good luck to you!
     
  9. Cuts

    Cuts Member
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    </font><blockquote><font size="1" face="Verdana, Helvetica, sans-serif">quote:</font><hr /><font size="2" face="Verdana, Helvetica, sans-serif">Originally posted by sapien:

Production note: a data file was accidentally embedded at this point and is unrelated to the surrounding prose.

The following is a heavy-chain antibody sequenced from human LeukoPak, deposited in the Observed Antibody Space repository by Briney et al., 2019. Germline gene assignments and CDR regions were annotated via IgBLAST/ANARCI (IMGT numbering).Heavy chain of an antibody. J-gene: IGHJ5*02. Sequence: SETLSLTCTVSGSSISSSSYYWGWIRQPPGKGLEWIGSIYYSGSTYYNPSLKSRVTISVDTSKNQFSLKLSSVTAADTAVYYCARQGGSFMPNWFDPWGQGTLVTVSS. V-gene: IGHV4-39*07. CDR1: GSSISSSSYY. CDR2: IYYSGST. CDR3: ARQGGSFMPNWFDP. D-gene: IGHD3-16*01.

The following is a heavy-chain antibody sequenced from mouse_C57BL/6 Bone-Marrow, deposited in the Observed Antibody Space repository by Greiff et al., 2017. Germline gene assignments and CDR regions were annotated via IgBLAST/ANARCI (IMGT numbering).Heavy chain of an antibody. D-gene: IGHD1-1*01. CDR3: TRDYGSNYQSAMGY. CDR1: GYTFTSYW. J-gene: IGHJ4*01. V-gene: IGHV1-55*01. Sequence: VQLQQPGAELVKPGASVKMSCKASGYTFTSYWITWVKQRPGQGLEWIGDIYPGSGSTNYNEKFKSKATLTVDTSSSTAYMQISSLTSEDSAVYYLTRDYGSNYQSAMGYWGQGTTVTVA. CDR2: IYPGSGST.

<strong>Thanks for the response Cuts. I really appreciate it. By the way, just out of curiousity, which one did you go to?</strong></font><hr /></blockquote><font size="2" face="Verdana, Helvetica, sans-serif">I wasn't even smart enough to go to a Caribbean school at first... I started med school in Hungary, and just recently transferred into St. Eustatius (one of the newest Caribbean schools). But don't be mislead by the impression Ross recruiters will try to give you... that Ross is well established and prestige... yeah right. I'm doing rotations side by side with Ross students right now, and we're ALL preparing to be screwed royally next year in the Match (IM at Ghetto Memorial--here we come!). If you really feel that you won't get into any U.S. school, then yes, go to a Caribbean school... at least you will become a doctor (an Internist working 70 hours/week for the rest of your life, but a doctor nonetheless). However, if you think that you do stand a good chance to get accepted at a U.S. school, ANY U.S. med school, then most definitely wait a year and do that instead. Don't make the same mistake I did... you will regret it like I do every single day. If you ask other Caribbean students, many will probably tell you that their schools are great, and they have many opportunities for the future, and blah blah blah. This is nothing but their own personal ego-defense mechanisms speaking. They all got rejected by U.S. schools (b/c they weren't good enough) and so they settled for [the inferior] Caribbean schools... plain and simple. Do you really expect them to admit that? Would you? Of course not, you'd defend your choice too... you'd probably do so unconsciously, but you'd do so nonetheless. Why then, am I being so honest you ask? B/c I'm different... I never applied to U.S. med schools. My problem wasn't that I wasn't smart enough (I know I am and I know I could have easily gotten into a U.S. school had I tried)... my problem was that I was doing all the wrong things in college... wrong friends, wrong parties, wrong "pastimes", and I wanted to get out of the scene... I wanted to get away and "start over" so-to-speak. That's why I left. In retrospect, it was a good decision for me b/c I'm a changed man b/c of it... a man for the better. But b/c of my youthful indiscretions of years past, now I'm forced to study and work alongside mediocre (and that's putting it lightly) students... students that I know I far surpass in intellect and ability. But oh well, that's my sob story. You on the other hand, have a choice now... make it the right one. You have the opportunity to study at the BEST MEDICAL SCHOOLS IN THE WORLD...don't give that up. Good luck.